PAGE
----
This is the biggest regret most retirees have, according to research

If retirees could talk to their younger selves, they’d say they need to save more for their golden years.

“We think about the regret most of our respondents had, it was that they didn’t start saving early enough,” Allspring chief retirement officer Nate Miles told Yahoo Finance Live of the company’s recent global investment survey of 2,758 adults in the neighborhood and retired.

As a result, many of Allspring’s respondents are considering semi-retirement.

“About 25% of them have resigned to work later and retire at a later date and/or simply expect less from retirement,” Miles said.

But that’s not always a viable option, according to the survey results. One in 4 early retirees unexpectedly took early retirement due to job loss and health problems.

(Photo Credit: Getty Creative)

Instead, employees should focus on saving, Miles said.

He recommends that employees save at least 10% of their income for retirement. Employees can even make up for lost time if they start saving for retirement later in their careers. It just means consistently tucking away more.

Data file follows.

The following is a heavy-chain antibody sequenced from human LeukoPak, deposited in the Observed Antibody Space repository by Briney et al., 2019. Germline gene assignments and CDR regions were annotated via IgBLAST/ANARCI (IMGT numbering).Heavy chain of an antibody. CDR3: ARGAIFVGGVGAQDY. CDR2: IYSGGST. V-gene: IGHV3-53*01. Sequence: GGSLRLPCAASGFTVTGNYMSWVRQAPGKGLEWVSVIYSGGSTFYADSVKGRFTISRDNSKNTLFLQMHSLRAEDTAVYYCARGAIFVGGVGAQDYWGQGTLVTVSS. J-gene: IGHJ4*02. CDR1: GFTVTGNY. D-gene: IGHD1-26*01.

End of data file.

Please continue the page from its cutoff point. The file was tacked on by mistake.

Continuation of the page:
“One of the things that worried us about the survey was actually that people who started saving in their 40s only saved at a rate of about 10% 50% of the time,” Miles said. “Even if people save later, they’re not actually making up for that 10 or 20 years in terms of that delayed start date.

Employers can also play a role in helping employees meet their retirement goals through automatic enrollment plans. That’s when employees are automatically enrolled in their company’s 401(k) when they start. Some employers also offer automatic premium increases each year.

Close-up of a senior couple going through their home finances

(Photo Credit: Getty Creative)

Studies have shown that employers with auto-enrollment pension plans have much higher participation rates among their employees.

“The majority of participants lack the commitment or financial knowledge to often make the best decision for them. So things like auto-enrollment and auto-escalation will help solve some of those issues on their behalf,” Mile said. ‘And we see that more and more plans are adding that. With the recent introduction of SECURE 2.0, we expect even more participants in employer-sponsored plans to do so.”

Auto-enrollment can also help women, who are more concerned about reaching their retirement goals, Miles said. The Allspring survey found that 69% of women are confident their savings will last into retirement, compared to 87% of men.

“In general, women have less confidence in their retirement and are generally more anxious. Part of that is that they often aren’t in the workforce their entire career, and so they don’t take advantage of that time in savings,” Miles said. “This is an area where the [auto-enrollment plans] will really help, where we’re going to get more and more women into work who are actually saving longer for retirement.”

Ella Vincent is the personal financial reporter for Yahoo Finance. Follow her on Twitter @bookgirlchicago

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